Instead, the justices in the majority argued in their unsigned opinion that because the case presented “complex and novel antecedent procedural questions,” their hands were tied. This is ludicrously dishonest. If Texas passed a law granting $10,000 bounties to private citizens if they sued anyone who held or enabled an indoor church service during the pandemic, the Court’s conservative wing would not feign confusion about whether the constitutional right to freedom of worship had been violated because of the supposed novelty of the scheme.
This ruling is less a description of a complex legal challenge than a road map. As Mary Ziegler writes, the Texas law was strategically designed to evade legal restrictions, and the majority read the script that was handed to it. Republican-run legislatures now know that they can pass such laws and the Supreme Court will pretend to be unable to block them.
Among the Republican appointees, only Chief Justice John Roberts had enough respect for the right’s purported doctrines of judicial minimalism to vote to wait for the case to reach the high court through normal procedural channels. Ironically, though, the unsigned majority decision reflects a careful study of Roberts’s years of successfully managing the Court’s reputation. The decision does not say “Roe is hereby overruled,” but it tells states exactly how they can effectively ban abortion if they want to. In that, it echoes Roberts’s own tendency to hide his preferred outcomes behind legal technicalities, the better to mime fidelity to constitutional principle.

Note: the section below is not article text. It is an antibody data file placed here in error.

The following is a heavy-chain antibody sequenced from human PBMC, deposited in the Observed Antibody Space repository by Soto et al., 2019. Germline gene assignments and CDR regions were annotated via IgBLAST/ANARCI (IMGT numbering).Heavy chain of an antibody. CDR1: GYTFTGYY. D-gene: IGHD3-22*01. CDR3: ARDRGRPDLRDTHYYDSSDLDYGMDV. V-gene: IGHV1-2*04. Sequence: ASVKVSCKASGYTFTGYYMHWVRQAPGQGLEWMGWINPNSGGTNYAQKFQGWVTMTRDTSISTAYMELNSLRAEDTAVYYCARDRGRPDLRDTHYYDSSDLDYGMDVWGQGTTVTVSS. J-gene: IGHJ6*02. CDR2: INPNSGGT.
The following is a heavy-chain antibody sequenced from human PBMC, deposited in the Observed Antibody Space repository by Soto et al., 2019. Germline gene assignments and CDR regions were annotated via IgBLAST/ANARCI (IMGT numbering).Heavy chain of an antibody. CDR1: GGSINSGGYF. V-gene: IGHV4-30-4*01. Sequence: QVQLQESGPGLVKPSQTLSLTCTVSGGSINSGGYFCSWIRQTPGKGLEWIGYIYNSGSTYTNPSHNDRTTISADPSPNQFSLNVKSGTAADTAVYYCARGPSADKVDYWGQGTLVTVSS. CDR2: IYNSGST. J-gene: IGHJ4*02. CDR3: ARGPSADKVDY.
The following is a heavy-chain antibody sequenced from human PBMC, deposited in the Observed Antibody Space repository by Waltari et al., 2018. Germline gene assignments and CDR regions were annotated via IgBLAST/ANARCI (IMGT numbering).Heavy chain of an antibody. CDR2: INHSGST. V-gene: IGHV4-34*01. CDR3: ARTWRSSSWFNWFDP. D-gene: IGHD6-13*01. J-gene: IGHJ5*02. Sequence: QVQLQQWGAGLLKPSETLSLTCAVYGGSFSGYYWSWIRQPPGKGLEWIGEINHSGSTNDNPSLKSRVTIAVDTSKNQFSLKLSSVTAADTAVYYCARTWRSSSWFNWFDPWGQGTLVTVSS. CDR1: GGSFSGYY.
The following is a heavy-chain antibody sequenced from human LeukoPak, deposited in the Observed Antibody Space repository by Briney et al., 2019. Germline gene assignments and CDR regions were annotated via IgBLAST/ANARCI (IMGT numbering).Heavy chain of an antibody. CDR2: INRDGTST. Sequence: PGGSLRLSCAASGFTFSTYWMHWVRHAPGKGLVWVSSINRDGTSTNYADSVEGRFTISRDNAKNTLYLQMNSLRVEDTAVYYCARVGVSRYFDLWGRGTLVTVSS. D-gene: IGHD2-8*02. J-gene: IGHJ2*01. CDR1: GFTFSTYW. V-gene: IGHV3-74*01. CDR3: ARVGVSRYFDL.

“Although the Court denies the applicants’ request for emergency relief today, the Court’s order is emphatic in making clear that it cannot be understood as sustaining the constitutionality of the law at issue,” Roberts wrote in his dissent. But because five justices allowed the law to go into effect—and by implication, laws in any other state that wishes to emulate Texas—Roe has been neutralized. The only question is whether that decision is temporary, and whether the Court will eventually enact any restraints on the particular legal scheme Texas has pioneered.